Friday, January 16, 2009

"Do you think if we get stuck in here they would bury us here?"

(The great north door of the Abbey)

This is the question Maddie asked me when we were trying real hard to find our way out of Westminster Abbey and not doing so great. The whole situation was really my fault because the door we were supposed to go through was surrounded by a bunch of people with name tags on who looked very official and I have never been one who has liked to be disciplined so that made me a little nervous. We eventually did find our way out and we got to have a great conversation about what it would be like to be buried in the Abbey as Mary and Madeline; The Wanderers.
The Abbey was incredible. I know I use that word a lot to describe things here but it really was. The thing about the cathedrals around here is that they take centuries to build. This church has been a work in progress for centuries! That is something I can barely even comprehend. The Salt Lake Temple took 40 years to build and I thought that was a long time. There were generations of people who worked on this Abbey and did not get to see the completed project in their life time and that amazes me. We were not permitted to take pictures inside the actual Abbey so I cannot show just how intricate everything inside of the church was but you will have to take my word for it, or google it if you don't believe me :)
The other thing that really amazed me about the abbey was all the famous people who have been laid to rest there. Of course practically all of the monarchs are there but so is Isaac Newton, Charles Darwin, Geoffrey Chaucer, Charles Dickens, The Bronte Sisters, Jane Austen and almost William Shakespeare but he wrote in his epitaph that if anyone tried to move his bones there he would curse them so no one had the gumption to do it. The aforementioned is kind of an all star list that I felt really humbled to be in the same place as them even if it was just their bodies.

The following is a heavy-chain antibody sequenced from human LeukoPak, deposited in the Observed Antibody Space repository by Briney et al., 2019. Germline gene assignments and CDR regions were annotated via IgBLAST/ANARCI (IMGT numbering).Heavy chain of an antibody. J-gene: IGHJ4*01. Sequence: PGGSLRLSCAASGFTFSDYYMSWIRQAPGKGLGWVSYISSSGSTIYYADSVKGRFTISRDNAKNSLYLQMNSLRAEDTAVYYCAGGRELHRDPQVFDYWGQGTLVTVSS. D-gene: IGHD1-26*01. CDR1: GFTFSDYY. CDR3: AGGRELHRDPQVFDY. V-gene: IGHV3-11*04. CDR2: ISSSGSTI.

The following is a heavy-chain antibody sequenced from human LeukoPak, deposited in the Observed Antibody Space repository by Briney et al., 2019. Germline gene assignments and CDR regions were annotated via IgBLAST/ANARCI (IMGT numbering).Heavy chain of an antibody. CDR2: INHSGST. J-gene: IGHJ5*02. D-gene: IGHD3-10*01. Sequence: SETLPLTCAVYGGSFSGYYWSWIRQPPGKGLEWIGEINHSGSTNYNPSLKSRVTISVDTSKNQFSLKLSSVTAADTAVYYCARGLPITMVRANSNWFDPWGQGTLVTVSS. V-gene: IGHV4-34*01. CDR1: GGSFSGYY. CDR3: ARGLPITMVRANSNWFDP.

Something that I thought about while I was in the Abbey was how scary it must have been while Britain was getting bombed during WWII. It just seems that if one of the buildings that is part of the face of the city, like the Abbey, had been hit that it would have been nearly impossible to repair. I really don't think that this Abbey could be replicated simply because of it's history and everything that went into its coming to be. So, in summary, I spent the morning in awe of Westminster Abbey and all of the work that has gone into bringing this one of a kind church into existence.

This is the stained glass windows in the chapter house- I have come to really love stained glass, it is beautiful!

More stained glass that we found in the corridors of the cloister.

In case you can't read the sign, this in Britain's oldest door- that's a pretty big deal.

Me and Maddie in the gateway of the Chapter House, if you don't know what that is you should really brush up on your Cathedral terminology... or something :)

Some of us in the corridors of the Cloister waiting to get inside the Abbey.

Outside, just waiting to get in.

These are the great west towers and over this door, they are kind of cut off, are about 14 notable Christian martyrs including Martin Luther.

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